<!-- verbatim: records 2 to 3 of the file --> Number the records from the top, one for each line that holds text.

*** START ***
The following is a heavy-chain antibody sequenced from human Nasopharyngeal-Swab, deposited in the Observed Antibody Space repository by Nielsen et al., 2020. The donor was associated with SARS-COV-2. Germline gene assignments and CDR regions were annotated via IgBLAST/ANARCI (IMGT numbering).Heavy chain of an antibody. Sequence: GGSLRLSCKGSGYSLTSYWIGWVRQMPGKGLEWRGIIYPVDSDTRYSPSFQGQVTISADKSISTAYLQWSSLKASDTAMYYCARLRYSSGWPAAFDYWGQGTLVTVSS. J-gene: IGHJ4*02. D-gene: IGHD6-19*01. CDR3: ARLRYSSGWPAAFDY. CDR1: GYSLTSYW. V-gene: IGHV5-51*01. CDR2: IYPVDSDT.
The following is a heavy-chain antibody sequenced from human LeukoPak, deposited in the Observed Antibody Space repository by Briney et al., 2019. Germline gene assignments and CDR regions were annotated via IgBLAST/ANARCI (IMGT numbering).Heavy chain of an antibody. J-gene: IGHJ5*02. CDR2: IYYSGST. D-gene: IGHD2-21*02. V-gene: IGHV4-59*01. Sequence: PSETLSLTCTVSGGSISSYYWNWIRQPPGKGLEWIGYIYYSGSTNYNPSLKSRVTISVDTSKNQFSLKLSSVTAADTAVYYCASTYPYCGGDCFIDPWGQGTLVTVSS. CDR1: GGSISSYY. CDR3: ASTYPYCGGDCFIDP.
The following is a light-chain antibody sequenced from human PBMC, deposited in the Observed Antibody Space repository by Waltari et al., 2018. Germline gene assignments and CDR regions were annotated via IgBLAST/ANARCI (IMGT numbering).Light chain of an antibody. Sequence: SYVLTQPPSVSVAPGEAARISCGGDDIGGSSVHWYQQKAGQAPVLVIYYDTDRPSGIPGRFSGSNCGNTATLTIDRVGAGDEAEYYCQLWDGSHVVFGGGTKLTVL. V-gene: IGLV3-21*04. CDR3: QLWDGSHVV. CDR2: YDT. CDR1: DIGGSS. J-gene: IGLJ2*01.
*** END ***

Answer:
The following is a heavy-chain antibody sequenced from human LeukoPak, deposited in the Observed Antibody Space repository by Briney et al., 2019. Germline gene assignments and CDR regions were annotated via IgBLAST/ANARCI (IMGT numbering).Heavy chain of an antibody. J-gene: IGHJ5*02. CDR2: IYYSGST. D-gene: IGHD2-21*02. V-gene: IGHV4-59*01. Sequence: PSETLSLTCTVSGGSISSYYWNWIRQPPGKGLEWIGYIYYSGSTNYNPSLKSRVTISVDTSKNQFSLKLSSVTAADTAVYYCASTYPYCGGDCFIDPWGQGTLVTVSS. CDR1: GGSISSYY. CDR3: ASTYPYCGGDCFIDP.
The following is a light-chain antibody sequenced from human PBMC, deposited in the Observed Antibody Space repository by Waltari et al., 2018. Germline gene assignments and CDR regions were annotated via IgBLAST/ANARCI (IMGT numbering).Light chain of an antibody. Sequence: SYVLTQPPSVSVAPGEAARISCGGDDIGGSSVHWYQQKAGQAPVLVIYYDTDRPSGIPGRFSGSNCGNTATLTIDRVGAGDEAEYYCQLWDGSHVVFGGGTKLTVL. V-gene: IGLV3-21*04. CDR3: QLWDGSHVV. CDR2: YDT. CDR1: DIGGSS. J-gene: IGLJ2*01.